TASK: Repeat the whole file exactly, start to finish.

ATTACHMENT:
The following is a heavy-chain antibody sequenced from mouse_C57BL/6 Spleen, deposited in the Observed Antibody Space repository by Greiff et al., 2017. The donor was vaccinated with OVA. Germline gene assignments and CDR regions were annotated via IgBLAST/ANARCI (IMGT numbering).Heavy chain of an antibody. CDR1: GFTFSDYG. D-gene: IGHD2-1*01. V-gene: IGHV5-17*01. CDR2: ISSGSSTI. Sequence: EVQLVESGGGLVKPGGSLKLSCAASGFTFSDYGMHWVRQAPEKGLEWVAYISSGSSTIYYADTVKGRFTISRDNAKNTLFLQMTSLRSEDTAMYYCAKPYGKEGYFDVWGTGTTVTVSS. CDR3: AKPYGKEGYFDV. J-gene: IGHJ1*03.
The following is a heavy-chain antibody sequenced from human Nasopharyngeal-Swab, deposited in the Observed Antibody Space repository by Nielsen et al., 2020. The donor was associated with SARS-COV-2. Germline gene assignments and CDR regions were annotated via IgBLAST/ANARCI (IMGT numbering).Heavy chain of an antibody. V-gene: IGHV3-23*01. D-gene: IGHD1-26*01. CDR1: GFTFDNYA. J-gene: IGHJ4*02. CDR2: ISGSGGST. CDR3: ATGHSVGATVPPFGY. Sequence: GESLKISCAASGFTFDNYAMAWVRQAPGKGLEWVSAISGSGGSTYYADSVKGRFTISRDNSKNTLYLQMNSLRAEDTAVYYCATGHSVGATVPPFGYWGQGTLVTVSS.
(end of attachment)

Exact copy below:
The following is a heavy-chain antibody sequenced from mouse_C57BL/6 Spleen, deposited in the Observed Antibody Space repository by Greiff et al., 2017. The donor was vaccinated with OVA. Germline gene assignments and CDR regions were annotated via IgBLAST/ANARCI (IMGT numbering).Heavy chain of an antibody. CDR1: GFTFSDYG. D-gene: IGHD2-1*01. V-gene: IGHV5-17*01. CDR2: ISSGSSTI. Sequence: EVQLVESGGGLVKPGGSLKLSCAASGFTFSDYGMHWVRQAPEKGLEWVAYISSGSSTIYYADTVKGRFTISRDNAKNTLFLQMTSLRSEDTAMYYCAKPYGKEGYFDVWGTGTTVTVSS. CDR3: AKPYGKEGYFDV. J-gene: IGHJ1*03.
The following is a heavy-chain antibody sequenced from human Nasopharyngeal-Swab, deposited in the Observed Antibody Space repository by Nielsen et al., 2020. The donor was associated with SARS-COV-2. Germline gene assignments and CDR regions were annotated via IgBLAST/ANARCI (IMGT numbering).Heavy chain of an antibody. V-gene: IGHV3-23*01. D-gene: IGHD1-26*01. CDR1: GFTFDNYA. J-gene: IGHJ4*02. CDR2: ISGSGGST. CDR3: ATGHSVGATVPPFGY. Sequence: GESLKISCAASGFTFDNYAMAWVRQAPGKGLEWVSAISGSGGSTYYADSVKGRFTISRDNSKNTLYLQMNSLRAEDTAVYYCATGHSVGATVPPFGYWGQGTLVTVSS.